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known reality? Would they have England suppose that they are here comparing the actual Oxford with some possible hypothetic or imaginable Oxford-with some ideal case, that is to say, about which great discussions would arise as to its feasibility; or that they are comparing it with some known standard of discipline actually realized and sustained for generations, in Leipsic, suppose, or Edinburgh, or Leyden, or Salamanca ? This is the question of questions, to which we may demand an answer; and, according to that answer, observe the dilemma into which these furciferous knaves must drop. If they are comparing Oxford simply with some ideal and better Oxford, in some ideal and better world, in that case all they have said waiving its falsehoods of fact is no more than a flourish of rhetoric, and the whole discussion may be referred to the shadowy combats of scholastic declamation-mongers those mock gladiators, and umbratiles doctores. But if, on the other hand, they pretend to take their station upon the known basis of some existing institution, if they will pretend, that in this impeachment of Oxford, they are proceeding upon a silent comparison with Edinburgh, Glasgow, Jena, Leipsic, Padua, &c. then are they self-exposed, as men not only without truth, but without shame. For now comes in, as a sudden revelation; and as a sort of deus ex machina, for the vindication of the truth, the simple answer to that question proposed above,-Wherefore, and to what end, are the vast edifices of Oxford? A university, as universities are in general, needs not, I have shown, to be a visible body-a building raised with hands. Wherefore, then, is the visible Oxford? To what fifth end, refining upon the ordinary ends of such institutions, is the far-stretching system of Oxford hospitia, or monastic hotels, directed by their founders or applied by their present possessors ?
Hearken, reader, to the answer:-These vast piles are applied to an end, absolutely indispensable to any even tolerable system of discipline, and yet absolutely unattainable upon any commensurate scale in any other university of Europe. They are applied to the personal settlement and domestication of the students within the gates and walls of that college to whose discipline they are amenable. Everywhere else the young men live where they please and as they please; necessarily distributed amongst the townspeople; in any case, therefore, liable to no control or supervision whatever; and in those cases where the university forms but a small part of a vast capital city, as it does in Paris, Edinburgh, Madrid, Vienna, Berlin, and Petersburg, liable to every mode of positive temptation, and distraction, which besiege human life in high-viced and luxurious communities. Here, therefore, it is a mockery to talk of discipline: of a nonentity there can be no qualities; and we need not ask for the description of the discipline in situations where discipline there can be none. One slight anomaly I have heard of as varying pro tanto the uniform features of this picture. In Glasgow I have heard of an arrangement, by which young academicians are placed in the family of a Professor. Here, as members of a private household, and that household under the presiding eye of a conscientious, paternal, and judicious scholar, doubtless they would enjoy as absolute a shelter from peril and worldly contagion as parents could wish but not more absolute, I affirm, than belongs, unavoidably, to the monastic seclusion of an Oxford college- the gates of which open to no egress after nine o'clock at night, nor after eleven to any ingress which is not regularly reported to a proper officer of the establishment. The two forms of restraint are, as respects the effectual amount of control, equal; and were they equally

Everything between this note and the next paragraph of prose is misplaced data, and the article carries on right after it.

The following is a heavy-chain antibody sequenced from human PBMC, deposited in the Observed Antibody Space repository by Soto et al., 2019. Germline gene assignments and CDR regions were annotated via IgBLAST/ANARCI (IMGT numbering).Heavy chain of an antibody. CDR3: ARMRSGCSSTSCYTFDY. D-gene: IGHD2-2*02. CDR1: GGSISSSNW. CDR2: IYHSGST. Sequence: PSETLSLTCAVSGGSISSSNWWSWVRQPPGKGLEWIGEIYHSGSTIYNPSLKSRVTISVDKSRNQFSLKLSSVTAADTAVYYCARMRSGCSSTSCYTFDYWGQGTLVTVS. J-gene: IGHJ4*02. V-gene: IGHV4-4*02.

diffused, Glasgow and Oxford would, in this point, stand upon the same level of discipline. But it happens that the Glasgow case was a personal accident; personal, both as regarded him who volunteered the exercise of this control, and those who volunteered to appropriate its benefits; whereas the Oxford case belongs to the very system, is coextensive with the body of undergraduates, and, from the very arrangement of Oxford life, is liable to no decay or intermission.